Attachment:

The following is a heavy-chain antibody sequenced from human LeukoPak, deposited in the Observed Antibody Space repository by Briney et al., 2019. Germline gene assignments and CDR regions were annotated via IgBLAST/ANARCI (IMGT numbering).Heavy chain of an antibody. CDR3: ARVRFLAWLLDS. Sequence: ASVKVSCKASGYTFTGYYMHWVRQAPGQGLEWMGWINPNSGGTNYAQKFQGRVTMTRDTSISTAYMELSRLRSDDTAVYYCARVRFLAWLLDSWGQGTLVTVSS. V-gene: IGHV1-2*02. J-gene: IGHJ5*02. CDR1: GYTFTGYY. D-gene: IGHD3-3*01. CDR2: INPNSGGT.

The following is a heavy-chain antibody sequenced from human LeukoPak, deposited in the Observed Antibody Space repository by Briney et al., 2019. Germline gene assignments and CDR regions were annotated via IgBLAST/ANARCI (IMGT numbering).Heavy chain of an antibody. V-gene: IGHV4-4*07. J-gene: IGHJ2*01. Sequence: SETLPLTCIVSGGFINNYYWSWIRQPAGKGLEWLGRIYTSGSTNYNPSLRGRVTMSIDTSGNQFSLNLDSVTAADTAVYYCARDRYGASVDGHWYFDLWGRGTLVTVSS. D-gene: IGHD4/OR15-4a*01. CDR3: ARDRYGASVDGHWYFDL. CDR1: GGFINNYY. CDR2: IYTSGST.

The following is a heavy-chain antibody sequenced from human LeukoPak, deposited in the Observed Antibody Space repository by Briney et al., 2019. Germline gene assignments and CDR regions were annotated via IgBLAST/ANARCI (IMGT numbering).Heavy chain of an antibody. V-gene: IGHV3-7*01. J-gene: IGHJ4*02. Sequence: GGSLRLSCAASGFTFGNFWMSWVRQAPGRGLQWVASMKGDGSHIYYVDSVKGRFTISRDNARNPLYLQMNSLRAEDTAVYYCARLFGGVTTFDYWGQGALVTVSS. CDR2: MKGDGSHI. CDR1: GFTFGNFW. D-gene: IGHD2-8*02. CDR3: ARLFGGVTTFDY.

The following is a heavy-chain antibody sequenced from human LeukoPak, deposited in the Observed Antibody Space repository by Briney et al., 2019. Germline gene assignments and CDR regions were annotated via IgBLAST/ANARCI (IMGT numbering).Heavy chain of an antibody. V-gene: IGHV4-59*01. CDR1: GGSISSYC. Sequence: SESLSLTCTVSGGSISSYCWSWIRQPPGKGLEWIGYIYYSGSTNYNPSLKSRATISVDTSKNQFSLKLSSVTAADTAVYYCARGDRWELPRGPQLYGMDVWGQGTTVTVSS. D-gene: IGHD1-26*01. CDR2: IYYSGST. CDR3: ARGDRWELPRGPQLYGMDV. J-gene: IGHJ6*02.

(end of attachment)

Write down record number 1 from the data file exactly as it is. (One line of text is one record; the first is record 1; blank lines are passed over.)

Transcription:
The following is a heavy-chain antibody sequenced from human LeukoPak, deposited in the Observed Antibody Space repository by Briney et al., 2019. Germline gene assignments and CDR regions were annotated via IgBLAST/ANARCI (IMGT numbering).Heavy chain of an antibody. CDR3: ARVRFLAWLLDS. Sequence: ASVKVSCKASGYTFTGYYMHWVRQAPGQGLEWMGWINPNSGGTNYAQKFQGRVTMTRDTSISTAYMELSRLRSDDTAVYYCARVRFLAWLLDSWGQGTLVTVSS. V-gene: IGHV1-2*02. J-gene: IGHJ5*02. CDR1: GYTFTGYY. D-gene: IGHD3-3*01. CDR2: INPNSGGT.